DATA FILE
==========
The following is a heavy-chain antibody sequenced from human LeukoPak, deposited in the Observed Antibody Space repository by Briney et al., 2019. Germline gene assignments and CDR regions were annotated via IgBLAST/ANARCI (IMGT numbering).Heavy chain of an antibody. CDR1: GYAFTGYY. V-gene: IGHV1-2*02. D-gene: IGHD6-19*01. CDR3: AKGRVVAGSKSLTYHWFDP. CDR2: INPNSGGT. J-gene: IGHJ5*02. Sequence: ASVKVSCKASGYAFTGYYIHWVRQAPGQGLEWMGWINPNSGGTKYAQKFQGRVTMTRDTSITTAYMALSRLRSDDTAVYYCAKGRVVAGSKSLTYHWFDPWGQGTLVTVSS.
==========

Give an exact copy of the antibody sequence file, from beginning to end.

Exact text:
The following is a heavy-chain antibody sequenced from human LeukoPak, deposited in the Observed Antibody Space repository by Briney et al., 2019. Germline gene assignments and CDR regions were annotated via IgBLAST/ANARCI (IMGT numbering).Heavy chain of an antibody. CDR1: GYAFTGYY. V-gene: IGHV1-2*02. D-gene: IGHD6-19*01. CDR3: AKGRVVAGSKSLTYHWFDP. CDR2: INPNSGGT. J-gene: IGHJ5*02. Sequence: ASVKVSCKASGYAFTGYYIHWVRQAPGQGLEWMGWINPNSGGTKYAQKFQGRVTMTRDTSITTAYMALSRLRSDDTAVYYCAKGRVVAGSKSLTYHWFDPWGQGTLVTVSS.